Some tools just don't work very well.
Big Knife - Only a hack would use a giant knife to remove the top of a pumpkin. If you don't have a sawzall handy and must use a knife to get through the thick area at the top of the pumpkin, use a boning knife. The blade is thin enough to carve a somewhat round cap. Otherwise your cap will look like a retarded stop sign.
Dremel tool / Roto-zip - Man, I thought these two would be great at carving. I even bought a "carving" tool for my dremel. I had high hopes. Unfortunately, I never considered the fibrous nature of the pumpkin. As you try to carve a straight line using a spining carving tool, it will slide through some spots and then snag a fibrous spot and jerk to one side. These two tools just don't work. Use a jig saw for carving and you'll be much happier. The in and out motion is much easier to use.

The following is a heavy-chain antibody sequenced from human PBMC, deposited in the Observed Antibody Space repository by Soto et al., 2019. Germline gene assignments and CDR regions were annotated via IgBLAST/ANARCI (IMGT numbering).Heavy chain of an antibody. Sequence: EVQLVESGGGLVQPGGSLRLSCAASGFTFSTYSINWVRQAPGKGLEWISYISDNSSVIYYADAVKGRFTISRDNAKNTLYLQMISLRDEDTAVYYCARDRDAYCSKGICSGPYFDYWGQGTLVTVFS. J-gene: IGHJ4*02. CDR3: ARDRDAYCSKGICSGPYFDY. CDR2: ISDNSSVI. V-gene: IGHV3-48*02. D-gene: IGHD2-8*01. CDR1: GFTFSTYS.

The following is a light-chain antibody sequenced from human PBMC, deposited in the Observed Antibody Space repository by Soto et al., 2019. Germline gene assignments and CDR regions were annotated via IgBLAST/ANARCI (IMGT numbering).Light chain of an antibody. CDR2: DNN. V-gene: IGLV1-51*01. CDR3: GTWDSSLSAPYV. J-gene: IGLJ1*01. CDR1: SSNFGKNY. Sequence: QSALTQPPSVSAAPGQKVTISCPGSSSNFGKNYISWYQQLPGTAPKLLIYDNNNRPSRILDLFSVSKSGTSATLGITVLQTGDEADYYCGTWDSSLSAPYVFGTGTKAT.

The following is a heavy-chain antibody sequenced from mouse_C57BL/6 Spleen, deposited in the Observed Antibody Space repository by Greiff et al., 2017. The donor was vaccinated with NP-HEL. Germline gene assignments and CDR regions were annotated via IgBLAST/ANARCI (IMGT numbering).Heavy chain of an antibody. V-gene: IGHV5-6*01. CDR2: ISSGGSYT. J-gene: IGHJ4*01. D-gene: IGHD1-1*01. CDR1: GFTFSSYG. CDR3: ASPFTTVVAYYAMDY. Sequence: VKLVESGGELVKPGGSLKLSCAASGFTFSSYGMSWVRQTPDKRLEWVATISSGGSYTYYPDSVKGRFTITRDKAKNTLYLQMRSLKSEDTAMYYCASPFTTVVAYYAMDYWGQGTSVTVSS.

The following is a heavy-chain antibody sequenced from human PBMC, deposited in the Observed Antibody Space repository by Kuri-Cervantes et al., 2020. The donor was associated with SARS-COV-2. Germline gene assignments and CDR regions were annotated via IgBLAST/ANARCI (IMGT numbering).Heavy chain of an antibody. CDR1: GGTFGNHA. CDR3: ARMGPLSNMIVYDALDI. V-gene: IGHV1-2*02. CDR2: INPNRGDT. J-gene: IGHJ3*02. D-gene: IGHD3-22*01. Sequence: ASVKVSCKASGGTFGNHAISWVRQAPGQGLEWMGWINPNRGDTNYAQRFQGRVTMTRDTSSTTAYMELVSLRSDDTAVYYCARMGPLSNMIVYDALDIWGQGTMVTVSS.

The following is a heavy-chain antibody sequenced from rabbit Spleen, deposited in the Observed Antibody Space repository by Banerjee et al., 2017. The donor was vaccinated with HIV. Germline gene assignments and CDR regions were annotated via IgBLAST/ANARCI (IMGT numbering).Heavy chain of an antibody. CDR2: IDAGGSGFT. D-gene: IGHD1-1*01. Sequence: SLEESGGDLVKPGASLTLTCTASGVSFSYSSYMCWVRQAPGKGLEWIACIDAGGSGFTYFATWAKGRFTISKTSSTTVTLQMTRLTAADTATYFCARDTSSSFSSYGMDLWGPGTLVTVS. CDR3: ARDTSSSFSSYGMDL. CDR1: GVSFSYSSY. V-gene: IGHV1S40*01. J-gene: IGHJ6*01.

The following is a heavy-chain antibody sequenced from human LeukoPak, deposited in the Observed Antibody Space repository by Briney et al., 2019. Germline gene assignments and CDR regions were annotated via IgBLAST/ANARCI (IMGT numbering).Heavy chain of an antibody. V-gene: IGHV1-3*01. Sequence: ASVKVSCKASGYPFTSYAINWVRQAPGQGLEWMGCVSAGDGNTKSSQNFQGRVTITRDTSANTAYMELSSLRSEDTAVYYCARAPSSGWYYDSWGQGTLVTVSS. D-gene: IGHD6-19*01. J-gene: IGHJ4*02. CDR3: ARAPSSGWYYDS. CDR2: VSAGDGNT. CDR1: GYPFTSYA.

Note: In 2007, I started to use a dremel stylus tool to do some fine carving work (like detailed teeth and such). It works fairly well, but I wouldn't suggest it. The dremel stylus is held in your hand, like a pencil, so it easy to keep steady. For this reason, I have started to like it.
It is mostly useful for super-fine detail work and not good for actually carving a pumpkin. I still suggest a jigsaw for most work. Besides, the dremel stylus costs something like $75.00, so unless you have to do a special pumpkin for a talk show or something, I suggest you invest your money in the beverage market.
A Torch - Trying to burn a pumpkin is like trying to light a block of ice on fire. They are mostly water. A torch doesn't do much.
Circular / Miter / Radial Arm Saw - If you want to slice a pumpkin like a loaf of bologna these might work, but for anything else, forget em. If you want to take a slab off of a pumpkin to make it sit or lie flat, a cross cut hand saw will do the job in no time. Pumpkins are soft and easy to cut.
Here are some links to pumpkin carving tools that I like to use. I tried to spend some time to find you guys great deals. I think I did a good job of it.